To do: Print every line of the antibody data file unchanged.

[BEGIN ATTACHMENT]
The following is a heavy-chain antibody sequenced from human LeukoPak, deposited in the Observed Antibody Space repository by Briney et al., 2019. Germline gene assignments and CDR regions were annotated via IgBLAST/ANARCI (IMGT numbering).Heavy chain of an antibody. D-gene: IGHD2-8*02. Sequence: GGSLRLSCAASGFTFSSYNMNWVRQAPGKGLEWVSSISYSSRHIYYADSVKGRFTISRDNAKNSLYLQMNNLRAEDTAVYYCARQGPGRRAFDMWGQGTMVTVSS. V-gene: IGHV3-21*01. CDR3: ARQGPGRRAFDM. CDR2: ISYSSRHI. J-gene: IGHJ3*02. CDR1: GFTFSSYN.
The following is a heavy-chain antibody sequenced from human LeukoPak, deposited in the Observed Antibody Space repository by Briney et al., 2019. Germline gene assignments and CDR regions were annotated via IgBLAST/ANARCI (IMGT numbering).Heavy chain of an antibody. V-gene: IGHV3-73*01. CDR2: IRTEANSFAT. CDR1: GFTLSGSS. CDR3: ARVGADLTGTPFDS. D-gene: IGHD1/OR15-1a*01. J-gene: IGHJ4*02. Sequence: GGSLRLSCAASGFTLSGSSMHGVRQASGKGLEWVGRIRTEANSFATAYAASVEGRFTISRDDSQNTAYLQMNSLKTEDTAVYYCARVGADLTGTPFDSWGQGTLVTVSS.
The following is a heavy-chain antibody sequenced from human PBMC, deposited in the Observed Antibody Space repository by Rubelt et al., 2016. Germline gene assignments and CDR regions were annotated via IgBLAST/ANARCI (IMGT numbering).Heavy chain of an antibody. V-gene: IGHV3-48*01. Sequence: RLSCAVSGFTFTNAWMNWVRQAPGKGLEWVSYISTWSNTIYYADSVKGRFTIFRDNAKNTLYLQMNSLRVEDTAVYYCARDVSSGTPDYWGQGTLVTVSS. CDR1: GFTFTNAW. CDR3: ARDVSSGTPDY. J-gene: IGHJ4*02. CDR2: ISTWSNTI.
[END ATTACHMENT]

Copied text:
The following is a heavy-chain antibody sequenced from human LeukoPak, deposited in the Observed Antibody Space repository by Briney et al., 2019. Germline gene assignments and CDR regions were annotated via IgBLAST/ANARCI (IMGT numbering).Heavy chain of an antibody. D-gene: IGHD2-8*02. Sequence: GGSLRLSCAASGFTFSSYNMNWVRQAPGKGLEWVSSISYSSRHIYYADSVKGRFTISRDNAKNSLYLQMNNLRAEDTAVYYCARQGPGRRAFDMWGQGTMVTVSS. V-gene: IGHV3-21*01. CDR3: ARQGPGRRAFDM. CDR2: ISYSSRHI. J-gene: IGHJ3*02. CDR1: GFTFSSYN.
The following is a heavy-chain antibody sequenced from human LeukoPak, deposited in the Observed Antibody Space repository by Briney et al., 2019. Germline gene assignments and CDR regions were annotated via IgBLAST/ANARCI (IMGT numbering).Heavy chain of an antibody. V-gene: IGHV3-73*01. CDR2: IRTEANSFAT. CDR1: GFTLSGSS. CDR3: ARVGADLTGTPFDS. D-gene: IGHD1/OR15-1a*01. J-gene: IGHJ4*02. Sequence: GGSLRLSCAASGFTLSGSSMHGVRQASGKGLEWVGRIRTEANSFATAYAASVEGRFTISRDDSQNTAYLQMNSLKTEDTAVYYCARVGADLTGTPFDSWGQGTLVTVSS.
The following is a heavy-chain antibody sequenced from human PBMC, deposited in the Observed Antibody Space repository by Rubelt et al., 2016. Germline gene assignments and CDR regions were annotated via IgBLAST/ANARCI (IMGT numbering).Heavy chain of an antibody. V-gene: IGHV3-48*01. Sequence: RLSCAVSGFTFTNAWMNWVRQAPGKGLEWVSYISTWSNTIYYADSVKGRFTIFRDNAKNTLYLQMNSLRVEDTAVYYCARDVSSGTPDYWGQGTLVTVSS. CDR1: GFTFTNAW. CDR3: ARDVSSGTPDY. J-gene: IGHJ4*02. CDR2: ISTWSNTI.